Walter Bobbie, who so brilliantly first directed (I’d almost say who created) Irving Berlin’s White Christmas, gave a simple, crucial bit of direction to two of the show’s leads one day.
It was fall of 2004. We were rehearsing the show’s premiere production, slated to go up in San Francisco’s Curran Theatre. This was early days of rehearsal, in a New York hall that looked out over 42nd Street’s gaudy chaos toward Times Square. That morning, Brian d’Arcy James and Jeffry Denman were working on the scene where Bob and Phil, former army buddies who’ve become stars, decide to put on a show that will help their friend the General keep his Vermont inn going.
For some reason, the scene was going miserably. No matter how much Brian and Jeffry – wonderful performers both – went back and reattacked it, some necessary piece was missing. I wondered if I should simply rewrite the scene from scratch.
Then Walter stepped in for a word with the two actors.
He said to them, “I want to remind you of one thing. This is a pre-neurotic, pre-Sondheim musical we’re doing. The year is 1954. Bob and Phil are not interested in their feelings, or showing their feelings, or showing what sensitive men they are. They’re men of their time. They don’t want to be sensitive. They want to be decent. They want to help their old army buddy – the same way they’d help each other out of a jam, without thinking. Forget about Bob and Phil. The scene isn’t about them, it’s about the General. Now let’s try it again.”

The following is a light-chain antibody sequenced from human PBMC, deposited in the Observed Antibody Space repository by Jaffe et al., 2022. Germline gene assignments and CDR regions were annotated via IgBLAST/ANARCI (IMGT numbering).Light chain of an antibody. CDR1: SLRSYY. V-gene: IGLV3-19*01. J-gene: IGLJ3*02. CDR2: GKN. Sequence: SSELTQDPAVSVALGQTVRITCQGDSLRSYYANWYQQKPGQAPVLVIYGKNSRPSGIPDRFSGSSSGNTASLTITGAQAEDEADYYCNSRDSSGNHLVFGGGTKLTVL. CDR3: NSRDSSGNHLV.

You could palpably feel a sudden lightening of mood in the whole room, from the two actors and from everyone observing in the cast. It was the lightening that comes of revelation. And lo and behold when Brian and Jeffry launched back in, the scene was utterly changed. It was free. It was uncomplicated. It was joyous. And never again did a scene get stuck that way, because everyone in the room knew that Walter had gone to the heart of White Christmas. From that moment on, the show began to glow.
I pointed up that the what, 1949 movie
White Christmas was a bout a "lower than normal" snowpack in VT.
Which suggests to me that unless the writers of that musical had truly wild and visionary imaginations along the lines of a Creighton or King, they MUST have been "wrigint what they know," that being that sometimes ski areas don't get enough (or any) snow.